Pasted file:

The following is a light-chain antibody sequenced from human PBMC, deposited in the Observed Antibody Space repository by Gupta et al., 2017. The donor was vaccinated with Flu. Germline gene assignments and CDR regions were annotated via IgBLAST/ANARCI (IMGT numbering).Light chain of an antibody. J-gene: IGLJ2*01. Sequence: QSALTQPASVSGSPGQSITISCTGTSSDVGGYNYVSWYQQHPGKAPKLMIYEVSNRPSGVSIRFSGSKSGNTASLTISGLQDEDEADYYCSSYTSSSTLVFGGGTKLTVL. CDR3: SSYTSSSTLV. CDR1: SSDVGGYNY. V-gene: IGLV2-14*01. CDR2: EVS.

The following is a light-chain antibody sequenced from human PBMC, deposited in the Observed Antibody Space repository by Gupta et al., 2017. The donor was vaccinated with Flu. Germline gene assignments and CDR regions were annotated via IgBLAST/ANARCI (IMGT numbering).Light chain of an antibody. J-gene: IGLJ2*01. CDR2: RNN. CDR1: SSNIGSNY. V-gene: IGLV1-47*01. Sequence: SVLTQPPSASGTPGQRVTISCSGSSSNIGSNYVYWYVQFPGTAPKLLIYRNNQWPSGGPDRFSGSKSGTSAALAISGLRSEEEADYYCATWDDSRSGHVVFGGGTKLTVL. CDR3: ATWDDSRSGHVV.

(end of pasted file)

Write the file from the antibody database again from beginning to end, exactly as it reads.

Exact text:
The following is a light-chain antibody sequenced from human PBMC, deposited in the Observed Antibody Space repository by Gupta et al., 2017. The donor was vaccinated with Flu. Germline gene assignments and CDR regions were annotated via IgBLAST/ANARCI (IMGT numbering).Light chain of an antibody. J-gene: IGLJ2*01. Sequence: QSALTQPASVSGSPGQSITISCTGTSSDVGGYNYVSWYQQHPGKAPKLMIYEVSNRPSGVSIRFSGSKSGNTASLTISGLQDEDEADYYCSSYTSSSTLVFGGGTKLTVL. CDR3: SSYTSSSTLV. CDR1: SSDVGGYNY. V-gene: IGLV2-14*01. CDR2: EVS.

The following is a light-chain antibody sequenced from human PBMC, deposited in the Observed Antibody Space repository by Gupta et al., 2017. The donor was vaccinated with Flu. Germline gene assignments and CDR regions were annotated via IgBLAST/ANARCI (IMGT numbering).Light chain of an antibody. J-gene: IGLJ2*01. CDR2: RNN. CDR1: SSNIGSNY. V-gene: IGLV1-47*01. Sequence: SVLTQPPSASGTPGQRVTISCSGSSSNIGSNYVYWYVQFPGTAPKLLIYRNNQWPSGGPDRFSGSKSGTSAALAISGLRSEEEADYYCATWDDSRSGHVVFGGGTKLTVL. CDR3: ATWDDSRSGHVV.